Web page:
In Answers Research Journal 8 (2015): 379-390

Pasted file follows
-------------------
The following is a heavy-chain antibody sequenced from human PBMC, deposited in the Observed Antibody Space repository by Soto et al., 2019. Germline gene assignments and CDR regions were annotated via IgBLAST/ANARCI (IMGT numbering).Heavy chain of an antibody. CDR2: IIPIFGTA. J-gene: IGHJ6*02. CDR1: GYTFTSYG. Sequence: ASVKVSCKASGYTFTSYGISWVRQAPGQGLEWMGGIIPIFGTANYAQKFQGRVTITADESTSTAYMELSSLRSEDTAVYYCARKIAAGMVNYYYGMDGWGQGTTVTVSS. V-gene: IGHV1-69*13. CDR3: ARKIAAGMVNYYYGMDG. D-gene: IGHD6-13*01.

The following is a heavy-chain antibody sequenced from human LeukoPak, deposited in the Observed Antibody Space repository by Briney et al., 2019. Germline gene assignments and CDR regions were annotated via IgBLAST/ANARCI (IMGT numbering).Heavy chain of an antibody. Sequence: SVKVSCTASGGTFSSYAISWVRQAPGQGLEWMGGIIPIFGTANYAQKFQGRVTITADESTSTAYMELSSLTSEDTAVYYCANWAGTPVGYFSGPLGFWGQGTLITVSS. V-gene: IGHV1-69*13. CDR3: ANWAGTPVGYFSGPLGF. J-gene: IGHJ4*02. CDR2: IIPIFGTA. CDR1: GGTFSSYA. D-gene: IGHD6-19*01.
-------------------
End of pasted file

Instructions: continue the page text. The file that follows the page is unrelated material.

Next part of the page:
It has come to the attention of this author that recent versions of the BLASTN algorithm employed as a local installation may be omitting significant levels of query sequences in large-scale genomic searches. This claim potentially affects the results of past research done by this author, particularly in relation to human-chimp DNA similarity. Therefore, six different versions of the BLASTN algorithm (2.2.25+, 2.2.26+, 2.2.27+, 2.2.28+, 2.2.29+, 2.2.30+) were tested using chimpanzee genomic sequence queried against human in sequence sets of ‘10’, ‘100’, ‘1,000’, ‘10,000’ and ‘100,000’ sequences of randomly obtained 300 base fragments derived from three different chimpanzee chromosomes (providing three experimental replications). Surprisingly, only BLASTN version 2.2.25+ returned hits for nearly all query sequences. Every later version of the algorithm omitted significant levels of query sequence with the problem generally increasing with progressive algorithm releases. Therefore, a previous study by this author (using v. 2.2.27+) in which chimpanzee chromosomes were compared to human was repeated using the 2.2.25+ version of the algorithm in addition to the use of two other DNA pairwise algorithms (LASTZ and nucmer). For both LASTZ and nucmer, alignments as low as 50% identity were allowed along with the inclusion of all repetitive sequence. The analyses with BLASTN v 2.2.25+ and nucmer indicate that the alignable portions of the current chimpanzee genome assembly are 88% similar on average to human. The LASTZ algorithm only returned an average overall similarity of 73%. Detailed results and issues associated with each analysis are discussed.
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